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Copenhagen Consensus Center

Samuel Nderitu's Story

Micronutrient Fortification and Biofortification

This year the weather has been kind to Samuel Nderitu. For the last three years, his farm in a rural area north of Nairobi has lacked rain. This year is different.

He remains concerned, however: “This year we have got rain, but maybe next year we will fail to get it”.

Samuel’s farm is located at the border of the Nyeri district which has been severely affected by drought. He is a part-time farmer and part-time matatu (public bus) driver but is now entirely dependent on the farm, because the thirteen-year-old matatu has broken down.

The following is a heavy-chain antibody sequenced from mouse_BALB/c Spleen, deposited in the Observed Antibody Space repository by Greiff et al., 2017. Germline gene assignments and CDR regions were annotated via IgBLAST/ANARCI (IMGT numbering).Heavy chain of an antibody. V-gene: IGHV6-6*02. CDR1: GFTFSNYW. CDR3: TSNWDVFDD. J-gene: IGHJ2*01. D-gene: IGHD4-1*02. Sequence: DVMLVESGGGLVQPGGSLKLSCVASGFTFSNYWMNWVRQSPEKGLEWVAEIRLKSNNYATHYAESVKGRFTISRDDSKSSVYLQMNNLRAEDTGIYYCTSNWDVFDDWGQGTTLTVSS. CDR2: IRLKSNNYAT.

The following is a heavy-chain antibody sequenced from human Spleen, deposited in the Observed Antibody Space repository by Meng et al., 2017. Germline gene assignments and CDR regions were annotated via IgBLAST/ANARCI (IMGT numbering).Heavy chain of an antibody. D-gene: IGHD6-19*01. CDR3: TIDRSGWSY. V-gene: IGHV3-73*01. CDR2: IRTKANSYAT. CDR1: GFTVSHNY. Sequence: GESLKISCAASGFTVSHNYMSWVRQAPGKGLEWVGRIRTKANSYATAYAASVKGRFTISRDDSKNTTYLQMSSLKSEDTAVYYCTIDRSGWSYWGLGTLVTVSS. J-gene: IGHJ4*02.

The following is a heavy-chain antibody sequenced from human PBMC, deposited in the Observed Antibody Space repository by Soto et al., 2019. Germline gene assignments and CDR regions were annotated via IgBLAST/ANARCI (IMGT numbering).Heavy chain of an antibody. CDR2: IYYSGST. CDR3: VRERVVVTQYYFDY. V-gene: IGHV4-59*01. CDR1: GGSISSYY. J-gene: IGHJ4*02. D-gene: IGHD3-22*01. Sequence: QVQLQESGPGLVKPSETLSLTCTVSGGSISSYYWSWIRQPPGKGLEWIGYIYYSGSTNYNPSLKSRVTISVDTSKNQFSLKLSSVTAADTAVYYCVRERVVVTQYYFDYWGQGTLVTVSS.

“If the harvest fails, I cannot pay my children’s school fees”, he says. “And I really believe that I have to give a good education to my children”.

Samuel farms entirely by hand. This year he is growing potatoes, maize and beans. He did not plant wheat because he did not have the funds to buy the required chemicals.

The family eats 3 times a day, mainly ugali [a local bread made of maize flour], githeri [a local dish made of cooked maize and beans] and potatoes. They must store food because of the uncertainty of what the weather will do next year.

Samuel is aware of genetically modified crops, which could possibly help to improve his harvest,and also supply valuable extra micronutrients such as iron, zinc, and pro-vitamin A in energy-rich staples.

“I would use them, but I need to get education about it,” he says. “I would try because crop failure is not good and I rely on the crops to feed my family”.

Based on an interview by Joana Socias. Photographs by Joana Socias.